Media inappropraitely remembers celebrities

The TV is turned on to the local news when, in the blink of an eye, a breaking news report flashes across the screen showing people mourning the death of the “King of Pop,” as they crowd around a police barricade at a hospital entrance. Fast-forward two months later and breaking news reports air that Senator Edward Kennedy has passed.

In the past few months, America has lost tremendous people with incredible influence and unique personalities. However, coverage of each person’s death has varied significantly, with some being overly sensational and others demonstrating genuine respect.

Michael Jackson was born with true musical talent and grew into a cultural icon, an A-list celebrity and a composer of numerous hit albums. While he epitomized pop culture with the flash, the paparazzi and the scandals, his influence on the everyday lives of Americans was minimal.

However, reports from news outlets do not give an accurate representation of this reality. Instead, the week following Jackson’s death consisted of around the clock gossip about him.

According to the Pew Research Center’s Project for Excellence in Journalism, Jackson coverage added up to 18 percent of the news reported that week. Even three weeks after his death, coverage relating to him still accounted for two percent of all news. Still today, new developments in his cause of death and custody situation continue to arise and consume portions of journalistic publications.

Meanwhile, on the opposite end of the spectrum of coverage lies the death of the “Liberal Lion of the Senate,” Ted Kennedy. His achievements in health care, education, immigration and consumer protection eclipse any positive influence that Michael Jackson has had on the well-being of America’s citizens.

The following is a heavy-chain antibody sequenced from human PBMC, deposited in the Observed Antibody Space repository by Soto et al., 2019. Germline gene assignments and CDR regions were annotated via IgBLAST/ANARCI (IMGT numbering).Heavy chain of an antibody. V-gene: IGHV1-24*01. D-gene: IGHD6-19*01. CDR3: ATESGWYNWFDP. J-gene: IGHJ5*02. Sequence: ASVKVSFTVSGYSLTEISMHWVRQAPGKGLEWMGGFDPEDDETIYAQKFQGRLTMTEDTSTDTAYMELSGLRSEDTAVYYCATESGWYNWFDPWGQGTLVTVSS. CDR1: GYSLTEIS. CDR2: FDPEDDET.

Under these circumstances then, it is understandable and sensible that coverage of his death would account for 27 percent of all news coverage in the week following his death, according to Pew.

Kennedy did have more coverage immediately following his death, as he should have had. Nevertheless, Jackson’s coverage will continue far into the future as his estate and custody issues are settled. However, that should not be the case, as Kennedy’s legacy will continue to affect generations through government practices, while Jackson’s death will affect future generations solely based on musical taste.

The comparable amount of coverage is not the only problem in the way news outlets have been working. The actual content of the news about these two figureheads has become equally disparate. Upon Kennedy’s passing, outlets began to unravel his life, with class and sophistication through well-constructed tributes involving hard and factual evidence about his life. Although Kennedy’s death was imminent and Jackson’s was sudden, the coverage of the latter’s is still inexcusable. Journalism concerning Jackson’s death was dotted with speculation and gossip.

The idea that coverage regarding Jackson’s death lacked news-worthiness, was justified further by Jon Stewart and Stephen Colbert. When the faux-media begins to mock the antics of the true media, something is seriously wrong, and the true media’s actions must be corrected.

A man with a unique perspective in the Senate, one of its few consensus builders and collaborators has died. Irreplaceable as he may be, his governmental legacy will carry on for decades to come, and will affect the children and grandchildren of every American today. A celebrity figure also perished, a man of great music and a man of great distinction. Someone with extreme talent is capable of replacing him, and as history shows, music progresses and new style will continue to develop. Overall, newspapers and cable networks alike can refer to this coverage as a learning experience for how future obituaries should and must be constructed, in an unbiased and purely factual manner.